It has been anything but smooth sailing for the Louisiana oyster industry recently. But this month, in defiance of difficulties, a group of oystermen, restaurateurs and hospitality industry leaders will throw a public party celebrating their product and its local heritage.
The first-ever New Orleans Oyster Festival will be held all day June 5 and 6 in the French Quarter, along the Mississippi River and just upstream from Jax Brewery. The two-day event includes oyster eating and oyster shucking contests, more conventional eating opportunities from seafood vendors, live music and cultural exhibits.
Underlying it all, however, is a message about what the oyster industry means to south Louisiana.
“I hope this festival shines more light on what we have here,” says Sal Sunseri, festival organizer and co-owner of P&J Oyster House, a distributorship his family has run in the French Quarter since 1876.
“We’re the oyster capital, right here in New Orleans. Louisiana produces the most oysters (of American states) and the highest consumption happens in a few blocks of the French Quarter where we have so many oyster bars all together.”
Damage to oyster crops from the BP oil disaster in the Gulf of Mexico was only the most recent in a string of hits to the industry. Hurricanes in 2005 and ’08 wreaked havoc on oyster beds and destroyed boats and dockside infrastructure. Last year, the U.S. Food and Drug Administration proposed a new rule halting the sale of raw Gulf oysters harvested during warm months unless they’re treated to eliminate the threat of the bacteria vibrio vulnificus. After protest from the public and political leaders, the FDA delayed this rule and commissioned studies of alternative methods to reduce bacteria-born illness and the rule’s economic impact on the industry.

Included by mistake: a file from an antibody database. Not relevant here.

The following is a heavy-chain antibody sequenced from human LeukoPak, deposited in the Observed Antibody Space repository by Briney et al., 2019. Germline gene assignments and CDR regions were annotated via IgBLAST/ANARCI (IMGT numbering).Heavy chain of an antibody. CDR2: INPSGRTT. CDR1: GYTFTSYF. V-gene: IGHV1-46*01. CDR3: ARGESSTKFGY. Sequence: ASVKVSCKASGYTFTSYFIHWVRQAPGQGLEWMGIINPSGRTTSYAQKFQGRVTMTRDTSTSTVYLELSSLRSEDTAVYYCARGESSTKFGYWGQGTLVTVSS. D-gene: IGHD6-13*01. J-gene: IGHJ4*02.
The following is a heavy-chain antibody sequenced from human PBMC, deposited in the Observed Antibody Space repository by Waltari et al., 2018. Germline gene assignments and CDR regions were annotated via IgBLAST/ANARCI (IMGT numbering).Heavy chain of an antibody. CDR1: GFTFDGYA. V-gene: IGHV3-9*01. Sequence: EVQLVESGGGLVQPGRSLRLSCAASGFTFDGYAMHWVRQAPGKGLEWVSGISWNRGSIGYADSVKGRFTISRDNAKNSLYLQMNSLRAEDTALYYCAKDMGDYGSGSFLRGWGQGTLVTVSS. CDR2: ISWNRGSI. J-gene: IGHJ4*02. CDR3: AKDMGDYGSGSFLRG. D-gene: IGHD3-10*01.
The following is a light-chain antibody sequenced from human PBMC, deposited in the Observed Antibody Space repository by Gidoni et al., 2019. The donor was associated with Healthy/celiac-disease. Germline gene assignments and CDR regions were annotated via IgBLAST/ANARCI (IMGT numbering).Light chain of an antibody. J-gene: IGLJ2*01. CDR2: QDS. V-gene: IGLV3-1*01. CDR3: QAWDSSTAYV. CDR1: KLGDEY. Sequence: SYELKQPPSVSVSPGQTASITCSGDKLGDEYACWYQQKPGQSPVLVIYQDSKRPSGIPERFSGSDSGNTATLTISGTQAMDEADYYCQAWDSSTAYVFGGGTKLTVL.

The festival is coming along in June for several strategic reasons, one of which involved spelling.
“We want to dispel the myth, worldwide, about ‘R months,’” Sunseri says, referring to the anecdotal advice that oysters should be avoided in months whose names are spelled without the letter “R.”
That axiom took root in the days before modern refrigeration, when oysters were more likely to spoil during the hot journey from boat to bar. Louisiana oysters aren’t at their fullest in the summer time, but they’re available year-round. In fact, Sunseri says June can be the pinnacle of the oyster season before it falls off in the summer again. The festival date was also selected as a boost to downtown business during the summertime, when convention bookings typically decline. For information, see www.neworleansoysterfestival.org.